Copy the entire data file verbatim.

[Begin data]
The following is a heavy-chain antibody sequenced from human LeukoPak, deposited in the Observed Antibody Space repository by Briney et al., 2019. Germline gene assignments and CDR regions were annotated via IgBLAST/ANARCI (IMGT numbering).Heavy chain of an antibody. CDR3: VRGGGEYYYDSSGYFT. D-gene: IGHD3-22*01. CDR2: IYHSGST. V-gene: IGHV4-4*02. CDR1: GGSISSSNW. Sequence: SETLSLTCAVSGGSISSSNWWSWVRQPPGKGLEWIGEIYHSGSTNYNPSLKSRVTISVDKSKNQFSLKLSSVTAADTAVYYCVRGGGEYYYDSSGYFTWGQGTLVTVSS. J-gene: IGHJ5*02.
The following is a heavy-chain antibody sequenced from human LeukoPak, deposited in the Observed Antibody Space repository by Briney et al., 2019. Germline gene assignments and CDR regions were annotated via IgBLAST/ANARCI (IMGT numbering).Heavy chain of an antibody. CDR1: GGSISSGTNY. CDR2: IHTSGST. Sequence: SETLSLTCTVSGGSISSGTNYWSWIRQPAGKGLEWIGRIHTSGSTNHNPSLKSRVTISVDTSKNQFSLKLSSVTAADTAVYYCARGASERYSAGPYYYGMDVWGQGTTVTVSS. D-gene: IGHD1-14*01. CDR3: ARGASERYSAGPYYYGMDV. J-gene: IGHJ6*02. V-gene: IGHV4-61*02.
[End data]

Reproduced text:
The following is a heavy-chain antibody sequenced from human LeukoPak, deposited in the Observed Antibody Space repository by Briney et al., 2019. Germline gene assignments and CDR regions were annotated via IgBLAST/ANARCI (IMGT numbering).Heavy chain of an antibody. CDR3: VRGGGEYYYDSSGYFT. D-gene: IGHD3-22*01. CDR2: IYHSGST. V-gene: IGHV4-4*02. CDR1: GGSISSSNW. Sequence: SETLSLTCAVSGGSISSSNWWSWVRQPPGKGLEWIGEIYHSGSTNYNPSLKSRVTISVDKSKNQFSLKLSSVTAADTAVYYCVRGGGEYYYDSSGYFTWGQGTLVTVSS. J-gene: IGHJ5*02.
The following is a heavy-chain antibody sequenced from human LeukoPak, deposited in the Observed Antibody Space repository by Briney et al., 2019. Germline gene assignments and CDR regions were annotated via IgBLAST/ANARCI (IMGT numbering).Heavy chain of an antibody. CDR1: GGSISSGTNY. CDR2: IHTSGST. Sequence: SETLSLTCTVSGGSISSGTNYWSWIRQPAGKGLEWIGRIHTSGSTNHNPSLKSRVTISVDTSKNQFSLKLSSVTAADTAVYYCARGASERYSAGPYYYGMDVWGQGTTVTVSS. D-gene: IGHD1-14*01. CDR3: ARGASERYSAGPYYYGMDV. J-gene: IGHJ6*02. V-gene: IGHV4-61*02.